Guerrero hasn’t played in the majors since 2011 when he batted .290/.317/.416 with 13 home runs and a .733 OPS with the Orioles. He had a brief stint in the minors with the Blue Jays in 2012, but eventually asked for his release after he wasn’t called up to the majors. It was reported earlier this year that he was planning to join the independent Long Island Ducks, but that effort never really got off the ground.

A nine-time All-Star, Guerrero will walk away from the game with a .318 career batting average to go along with 2,590 hits, 449 home runs, and 1,496 RBI. He won an MVP Award in 2004 as a member of the Angels. While he ultimately fell short of his goal of 500 home runs, he would still seem to have a pretty good shot at being enshrined in Cooperstown. If it happens, one would think he’d be wearing an Expos cap.

And man, what an arm.

(Hat-tip to MLB Trade Rumors for the link)

ICYMI, Edwin Encarnacion is superb

Edwin Encarnacion

The Blue Jays are just going through the paces right now. Absent Jose Bautista, they’ve lost seven in a row and fallen to 57-73 on the season. The year’s most disappointing team, they have nothing left to play for.

Just don’t tell Edwin Encarnacion that. He’s homered three times during the current seven-game losing streak. Tonight’s was his 33rd of the year. He also walked three times, and he’s now sporting an outstanding 55/71 K/BB ratio for the year. Since the beginning of June, he has 18 homers, 47 walks and just 22 strikeouts.

Encarnacion is currently on pace to finish the season with 41 homers and 69 strikeouts. Just two different players since 2001 have managed to have 40-homer seasons while striking out less than 80 times: Albert Pujols did it six times, the last in 2010, and Barry Bonds did it three times (plus twice more in the 1990s).

This is Hall of Fame-type territory, for sure. Not that every player who has done it has gone on to the Hall of Fame, but almost everyone to accomplish it is at least a fringe candidate. Besides Bonds and Pujols, the last to get there were Gary Sheffield, Vladimir Guerrero, Todd Helton, Rafael Palmeiro and Mike Piazza. The exceptions to the fringe-HOFer rule in the last 40 years are Tino Martinez in 2007, George Bell in 1987 and Ben Oglivie in 1980.

Obviously, Encarnacion currently rates a lot closer to Martinez than Pujols, but he’s far from a flash in the pan. He was an underrated hitter in his early years in Cincinnati, with his poor glove holding him back and getting him sent to the bench whenever he had a few bad games in a row. He’s been one of the AL’s best hitters the last two years now and he’s still just 30. He should have at least another two or three big years in front of him.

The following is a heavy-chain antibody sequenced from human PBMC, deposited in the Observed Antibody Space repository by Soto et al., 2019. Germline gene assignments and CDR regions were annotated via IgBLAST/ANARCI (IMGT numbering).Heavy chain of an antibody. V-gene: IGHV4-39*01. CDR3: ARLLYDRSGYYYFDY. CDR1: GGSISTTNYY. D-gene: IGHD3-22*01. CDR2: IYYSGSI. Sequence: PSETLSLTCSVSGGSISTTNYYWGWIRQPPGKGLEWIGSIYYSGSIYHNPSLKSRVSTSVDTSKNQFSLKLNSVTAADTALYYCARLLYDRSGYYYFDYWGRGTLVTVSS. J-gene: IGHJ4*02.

Miguel Cabrera notches 10th straight 100-RBI season

Miguel Cabrera

Miguel Cabrera collected his 100th RBI in Tuesday’s win over the Indians, making him the 17th player in big-league history to reach the century mark 10 times in his career. Cabrera has done it in every one of his full seasons as a major leaguer.

Here are all the players with 10 or more 100-RBI seasons:

14 – Alex Rodriguez –  13 consecutive
13 – Jimmie Foxx –  13 consecutive – Hall of Famer
13 – Lou Gehrig – 13 consecutive – Hall of Famer
13 – Babe Ruth – 8 consecutive – Hall of Famer
12 – Barry Bonds – 4 consecutive
12 – Manny Ramirez – 9 consecutive
12 – Al Simmons – 11 consecutive – Hall of Famer
11 – Hank Aaron – 5 consecutive – Hall of Famer
11 – Goose Goslin – 5 consecutive – Hall of Famer
11 – Albert Pujols – 10 consecutive
11 – Frank Thomas – 8 consecutive
10 – Miguel Cabrera – 10 consecutive
10 – Joe Carter – 6 consecutive
10 – Vladimir Guerrero – 5 consecutive
10 – Willie Mays – 8 consecutive – Hall of Famer
10 – Stan Musial – 5 consecutive – Hall of Famer
10 – Rafael Palmeiro – 9 consecutive

It’s pretty good company for Cabrera; the only guy there who doesn’t have Hall of Fame numbers is Joe Carter. And Cabrera figures to rack up at least a few more 100-RBI seasons before he’s done. He’s currently sitting at 1,223 RBI as a 30-year-old. The all-time leader, Hank Aaron, had 1,216 RBI of his 2,297 career RBI through age 30.

Adam Dunn ties Billy Williams with 426th career home run

Adam Dunn AP

Adam Dunn, for the most part, would like to forget the past three years. Since signing a four-year, $56 million contract with the White Sox after the 2010 season, he has posted a paltry .707 OPS over 1,427 plate appearances. His 2011 season, in which he posted a .569 OPS, was one of the worst in baseball history. This year, he is hitting just .193 with a sub-.300 on-base percentage.

However, Dunn can still rack up home runs with the best of them. He hit his 20th homer of the season this afternoon off of James Shields, a two-run blast in the third inning that bolstered his team’s lead to 4-0. It was the 426th homer of his career, tying him with Billy Williams for 46th all-time. Over 650 PA, he is on pace for 45 home runs, which would give him 451 at season’s end. That would move him up to 36th all-time ahead of Jeff Bagwell and Vladimir Guerrero at 449 and just behind Carl Yastrzemski at 452. From there, he would be on pace to join the 500-homer club some time in 2015.